Until funding is approved, there is no need to acquire land for the project (assuming the site is not already in possession of the owner). As explained earlier, various sites will likely have been investigated, each with alternative layouts specific to the site. In our site investigation section, we listed such considerations as soil conditions, topography, access and environmental impacts as important site characteristics. Note that ‘site’ will have different meanings depending on whether the project is a building, a roadway, an airport or some other development. In roadway construction, for example, right-of-way specialists are important members of the project team.
When funding is approved, it may be for a project at a specific site or the approval may allow for alternative sites, depending upon further investigation and negotiation. In any case, ultimately the project site, if not already owned, must be acquired, through purchase, lease or other arrangement. Sometimes public projects utilise the process of eminent domain by which private land may be acquired even from reluctant sellers under certain limited conditions.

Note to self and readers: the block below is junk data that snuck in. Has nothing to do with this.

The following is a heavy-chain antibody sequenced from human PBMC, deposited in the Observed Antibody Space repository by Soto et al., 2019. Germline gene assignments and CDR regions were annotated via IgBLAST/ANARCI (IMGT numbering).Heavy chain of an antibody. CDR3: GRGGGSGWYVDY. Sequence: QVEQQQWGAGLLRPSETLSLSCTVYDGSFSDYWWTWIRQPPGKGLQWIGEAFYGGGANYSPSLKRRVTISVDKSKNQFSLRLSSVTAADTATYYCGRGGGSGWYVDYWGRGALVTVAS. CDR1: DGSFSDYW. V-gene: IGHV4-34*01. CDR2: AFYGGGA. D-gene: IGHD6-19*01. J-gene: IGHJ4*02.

The site acquisition step completes the usual process of planning and feasibility study and allows the design stage to begin. For a typical project, approximately 10% of the planning and design effort has been completed at the end of the planning and feasibility study stage.